Film: "Ghosts" at the Roxie, Nov 21-26

Ai Qin Lin

[Ai Qin Lin in Ghosts]

Nick Broomfield has directed 24 films, almost all of them investigative documentaries of one sort or another, some of them lightly fictionalized. Ghosts [trailer], which opens at the Roxie this Friday night, is in the latter group. It follows the story of Ai Qin, a young woman from Fujian province who pays a snakehead $25,000 to be smuggled into the UK. Once she finally gets there, she finds herself trapped in a situation where she has to do the worst jobs almost without respite. Her ordeal comes to a climax when she gets trapped by the rising tide with a crew of Chinese cocklers in Morecambe Bay, and nearly drowns there — as did twenty-three of her fellow workers. The film is based on Ai Qin’s actual journey, and all of the people who appear in it are non-actors who either were formerly, or currently still are, illegal immigrants. It’s a fascinating and moving film.

Last Friday we had a chance to sit down with Mr. Broomfield and talk about Ghosts a little bit. We discussed the undercover research he did, the unique challenges he faced in casting and working with non-actors, and the relief fund he has set up to aid the families of the victims at Morecambe Bay, since they are still liable to ruthless loan sharks for the huge debts the victims incurred in order to be smuggled to the UK. As Broomfield told me, “the family left behind in China, which is generally the very old and their children, are held as hostages, as a kind of surety for the loan. So if they default, they take it out on the family. It’s been known for them to get the kids and sell the kids, do awful stuff. So the people in England, they’re just literally working around the clock to fulfill these things, and they’ll do any job that comes along.”

The interview begins below and continues after the jump.

SF METBLOG: So, this film is something of a minor departure for you: it’s a narrative film, but it’s based on a great deal of hard research. How did you approach the research?

BROOMFIELD: Well, I personally worked undercover for a couple of weeks, living in a Chinese house. I was pretending to be an Afrikaner, because you get Afrikaners who do that kind of thing. Ai Qin and I paid some kind of introductory fee to these snakeheads, and they gave us the name of a gangmaster in Birmingham.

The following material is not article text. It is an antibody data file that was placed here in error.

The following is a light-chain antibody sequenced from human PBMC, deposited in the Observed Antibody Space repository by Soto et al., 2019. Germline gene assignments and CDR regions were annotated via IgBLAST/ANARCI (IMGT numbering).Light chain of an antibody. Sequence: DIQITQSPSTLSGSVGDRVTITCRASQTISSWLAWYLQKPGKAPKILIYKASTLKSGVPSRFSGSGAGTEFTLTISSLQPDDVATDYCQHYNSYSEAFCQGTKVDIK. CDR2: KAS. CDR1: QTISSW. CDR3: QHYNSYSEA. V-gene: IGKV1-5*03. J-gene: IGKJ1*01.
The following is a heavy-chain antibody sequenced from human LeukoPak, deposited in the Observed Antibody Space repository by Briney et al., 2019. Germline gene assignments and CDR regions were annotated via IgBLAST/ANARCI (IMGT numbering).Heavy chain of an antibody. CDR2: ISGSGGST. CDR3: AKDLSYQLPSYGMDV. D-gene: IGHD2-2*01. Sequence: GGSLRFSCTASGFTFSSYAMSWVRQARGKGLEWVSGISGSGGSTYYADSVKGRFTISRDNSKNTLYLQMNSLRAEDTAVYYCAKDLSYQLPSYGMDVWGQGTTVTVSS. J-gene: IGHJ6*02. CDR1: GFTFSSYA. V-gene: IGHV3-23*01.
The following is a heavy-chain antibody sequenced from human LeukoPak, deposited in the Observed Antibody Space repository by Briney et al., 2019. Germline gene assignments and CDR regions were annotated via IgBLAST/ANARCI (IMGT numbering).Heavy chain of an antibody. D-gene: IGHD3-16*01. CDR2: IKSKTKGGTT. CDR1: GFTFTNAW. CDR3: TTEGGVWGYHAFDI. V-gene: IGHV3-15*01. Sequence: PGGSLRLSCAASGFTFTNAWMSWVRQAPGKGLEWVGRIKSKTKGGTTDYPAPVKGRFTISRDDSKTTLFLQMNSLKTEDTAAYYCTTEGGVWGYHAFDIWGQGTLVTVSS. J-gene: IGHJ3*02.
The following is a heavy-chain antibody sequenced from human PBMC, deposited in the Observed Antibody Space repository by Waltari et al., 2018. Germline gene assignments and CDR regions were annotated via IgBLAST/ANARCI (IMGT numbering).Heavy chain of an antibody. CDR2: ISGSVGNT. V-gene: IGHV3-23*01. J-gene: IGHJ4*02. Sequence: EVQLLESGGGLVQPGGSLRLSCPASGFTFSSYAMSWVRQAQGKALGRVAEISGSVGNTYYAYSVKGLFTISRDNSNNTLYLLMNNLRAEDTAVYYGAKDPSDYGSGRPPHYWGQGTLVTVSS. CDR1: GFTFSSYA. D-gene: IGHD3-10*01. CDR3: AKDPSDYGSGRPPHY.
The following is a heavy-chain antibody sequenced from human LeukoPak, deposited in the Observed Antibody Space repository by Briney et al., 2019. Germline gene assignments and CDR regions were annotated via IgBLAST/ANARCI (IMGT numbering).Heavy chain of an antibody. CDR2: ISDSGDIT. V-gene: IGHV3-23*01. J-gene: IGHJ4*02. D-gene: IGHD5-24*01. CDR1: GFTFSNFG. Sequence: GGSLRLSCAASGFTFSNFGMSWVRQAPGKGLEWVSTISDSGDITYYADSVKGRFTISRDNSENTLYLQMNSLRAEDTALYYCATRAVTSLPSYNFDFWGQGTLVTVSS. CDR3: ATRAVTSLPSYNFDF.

So we went up there and lived in this house for a couple of weeks. It was like ten people to a room, and we’d get up at 4:30 in the morning. It was very hard work. But I was able to at least get a basis to work from, first-hand knowledge of what the people were like and what the work was like, and to try and make something that was as real as possible.

[In addition] I had some Chinese students working for me. We’d go undercover and get statistics such as how much they were being paid per hour, how much tax they were having to pay the [recruitment agency], because they have all these recruitment agencies, these labor agencies, that are also very corrupt. [Certain individuals who worked there] would charge people some 42% tax, and they’d just pocket the money themselves. I wanted to document that kind of stuff as much as possible, and also to be able to name some of the people who were doing it, which we did in the film.

Really? I didn’t realize that. I assumed that all the individuals apart from Ai Qin were invented.

Some of them are real. And obviously the supermarkets — Tesco’s, Saintsburys — that was all based on first-hand experience. We were able to prove that all these things were happening.

I read that you picked onions for Tesco’s, posing as an Afrikaner.

I did, and afterwards you’d stink like a spring onion, because you’d get all this onion under your fingernails. It’s very hard work. You have to pick so many spring onions to make like two quid, about four bucks. They’re very exacting, actually. You have to put eight spring onions into a bundle, and then you have to cut the roots off, you have to strip the first layer of the spring onion down, and you have to cut the tops off so they’re all [the same length], and then you have to put them in a rubber band. And then I think you had to get 45 bunches per box, something like that. You were paid by the box, and it would take really a long time to get a box done.

One of the most interesting things about this film, for me, is that you used only non-actors who had been through that life, and in fact a large number of illegal immigrants were in it.